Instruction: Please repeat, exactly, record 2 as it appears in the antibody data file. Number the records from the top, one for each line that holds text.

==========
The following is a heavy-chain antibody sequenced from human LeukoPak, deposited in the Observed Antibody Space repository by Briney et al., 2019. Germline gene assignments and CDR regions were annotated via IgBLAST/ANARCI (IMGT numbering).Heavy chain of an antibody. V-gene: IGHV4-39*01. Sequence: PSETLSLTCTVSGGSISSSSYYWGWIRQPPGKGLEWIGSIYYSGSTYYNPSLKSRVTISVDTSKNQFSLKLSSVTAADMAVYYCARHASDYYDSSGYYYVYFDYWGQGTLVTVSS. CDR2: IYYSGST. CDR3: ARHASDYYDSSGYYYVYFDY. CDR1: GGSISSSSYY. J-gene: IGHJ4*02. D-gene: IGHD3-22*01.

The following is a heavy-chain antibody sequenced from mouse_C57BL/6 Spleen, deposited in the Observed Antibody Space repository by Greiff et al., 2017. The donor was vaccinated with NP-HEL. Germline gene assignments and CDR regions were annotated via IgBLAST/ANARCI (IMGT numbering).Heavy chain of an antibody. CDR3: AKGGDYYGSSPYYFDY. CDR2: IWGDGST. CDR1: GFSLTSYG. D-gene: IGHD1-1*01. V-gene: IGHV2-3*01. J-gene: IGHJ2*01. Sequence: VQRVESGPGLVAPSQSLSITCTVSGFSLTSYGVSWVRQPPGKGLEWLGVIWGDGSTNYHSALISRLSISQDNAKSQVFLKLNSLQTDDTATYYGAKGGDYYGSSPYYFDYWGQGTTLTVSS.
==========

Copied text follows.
The following is a heavy-chain antibody sequenced from mouse_C57BL/6 Spleen, deposited in the Observed Antibody Space repository by Greiff et al., 2017. The donor was vaccinated with NP-HEL. Germline gene assignments and CDR regions were annotated via IgBLAST/ANARCI (IMGT numbering).Heavy chain of an antibody. CDR3: AKGGDYYGSSPYYFDY. CDR2: IWGDGST. CDR1: GFSLTSYG. D-gene: IGHD1-1*01. V-gene: IGHV2-3*01. J-gene: IGHJ2*01. Sequence: VQRVESGPGLVAPSQSLSITCTVSGFSLTSYGVSWVRQPPGKGLEWLGVIWGDGSTNYHSALISRLSISQDNAKSQVFLKLNSLQTDDTATYYGAKGGDYYGSSPYYFDYWGQGTTLTVSS.